The paraphernalia of the movie saturates the contemporary world. Since the Lumière brothers and George Méliès, artists have appropriated its affects and revealed its fictions. Yet in Edgar Schmitz’ exhibition Surplus Cameo Decor it is not the visual rituals of film that are called into question, it is more tellingly the function of those who perform within and by their presence endorse and activate, the movie’s remotely exotic locales.Devised as an imaginary film in three episodes; Palasthotel, Horizontes Soroa and Sindano, Surplus Cameo Decor is a changing “set” of two way mirrors, swimming pool covers and plastic membranes, composed for a sequence of “cameo” appearances. Described as “international celebrities” in the exhibition’s publicity the cameo’s include Ulli Lommel who collaborated with Rainer Werner Fassbinder before becoming a director of cult horror movies; Tobias Berger, the curator of M+, a supermuseum opening in Hong Kong in 2017; Lisa LeFeuvre, Head of Sculpture Studies at the Henry Moore Institute, Leeds and Wang Nanming, a writer and curator from Shanghai. Situated amongst props and discursive “elsewheres”, their cameo appearances, in the flesh and via live video feed, provide a critical point of access to the supra-local narrative of exhibition making.
Contemporary art spaces, like the Cooper Gallery in Dundee, the BALTIC Centre for Contemporary Art in Gateshead or indeed the future “super” museum M+, operate as a stage from where the cultural consumer can witness a ceaseless flow of aestheticized capital, which like the invited art professionals, makes temporary landings in “cultural hubs” around the globe. By inviting Lommel, Nanming and the rest, Schmitz activates them as discursive objects, which authenticate the fictions that lend authoritative force to a cultural hub. For Surplus Cameo Decor, the material traces deployed to evoke a projected and remote elsewhere, such as the two-way mirror, become backdrops for the legitimizing agency of a performed body.
First used to describe a precious stone in the 13th century, cameo attained its current usage in the sense of a “small character that stands out from other minor parts” via a usage as a “short literary sketch or portrait”. Surplus Cameo Decor compresses the threefold meanings of cameo into an apt description of the status of Lommel, Wang et al within the global art economy. This meaning was echoed in the publication, on the same day as the exhibition opening, of Art Review’s list of the 100 most important figures in contemporary art. Although not on this list, Schmitz’ cameos are part of this index of value and here in lies their discursive function. The cameo, as precious object and portrait defines Wang, Berger etc as assets that displaces an encounter with an art object, in favour of the figure of the art professional whose presence and participation provides legitimacy for an exhibition and a cultural hub. Disregarding the rhetoric of public engagement and participatory art, exhibition making and a cultural hub are performed situations. Governed by a consistently reproduced script, in which value and visibility is produced by the necessities of cultural capital, this performativity locates the audience, technician, critic, artist or curator as extras. Whether standing centre stage, in the wings or in the cheap seats, all the participants in this drama are mobilized equally.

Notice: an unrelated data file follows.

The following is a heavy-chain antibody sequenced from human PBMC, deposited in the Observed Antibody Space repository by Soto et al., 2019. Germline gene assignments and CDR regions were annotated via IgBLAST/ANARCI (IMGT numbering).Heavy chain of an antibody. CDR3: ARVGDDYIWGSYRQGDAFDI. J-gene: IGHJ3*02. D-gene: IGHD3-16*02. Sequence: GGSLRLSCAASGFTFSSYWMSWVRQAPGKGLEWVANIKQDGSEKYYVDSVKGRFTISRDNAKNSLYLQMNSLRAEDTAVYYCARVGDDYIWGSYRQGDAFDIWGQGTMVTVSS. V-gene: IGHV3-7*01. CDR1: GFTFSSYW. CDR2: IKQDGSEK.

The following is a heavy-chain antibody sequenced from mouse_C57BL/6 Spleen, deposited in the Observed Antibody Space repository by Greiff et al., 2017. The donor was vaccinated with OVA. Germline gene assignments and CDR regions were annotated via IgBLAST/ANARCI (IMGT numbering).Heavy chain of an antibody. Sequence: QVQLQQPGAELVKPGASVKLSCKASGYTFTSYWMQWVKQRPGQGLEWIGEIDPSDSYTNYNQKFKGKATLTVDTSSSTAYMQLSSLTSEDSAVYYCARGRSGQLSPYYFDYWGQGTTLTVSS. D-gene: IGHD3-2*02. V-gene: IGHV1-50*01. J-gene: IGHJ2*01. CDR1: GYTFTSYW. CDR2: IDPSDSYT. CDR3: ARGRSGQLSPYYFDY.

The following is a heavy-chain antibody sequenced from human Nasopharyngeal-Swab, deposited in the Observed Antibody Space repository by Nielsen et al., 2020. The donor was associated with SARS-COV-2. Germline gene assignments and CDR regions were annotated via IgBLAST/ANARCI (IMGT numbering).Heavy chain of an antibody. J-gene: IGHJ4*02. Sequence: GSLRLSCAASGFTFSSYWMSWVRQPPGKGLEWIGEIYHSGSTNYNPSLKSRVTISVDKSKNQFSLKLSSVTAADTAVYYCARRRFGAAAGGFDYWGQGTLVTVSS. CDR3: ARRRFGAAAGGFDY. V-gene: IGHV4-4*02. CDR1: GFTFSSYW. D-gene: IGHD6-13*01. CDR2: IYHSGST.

The critical aspect of contemporary arts practice lies not in the props that decorate or illuminate an exhibition space, but in the purposeful staging of “participants” in the “performance” of exhibition making and the critical cogency of Edgar Schmitz’ Surplus Cameo Decor lies in its oblique revealing of some of the bit part players in this drama of exhibition.
Edgar Schmitz’ Surplus Cameo Decor, 18 October 2012 – 14 December 2012, Cooper Gallery, DJCAD, Dundee
All images courtesy of Edgar Schmitz and Cooper Gallery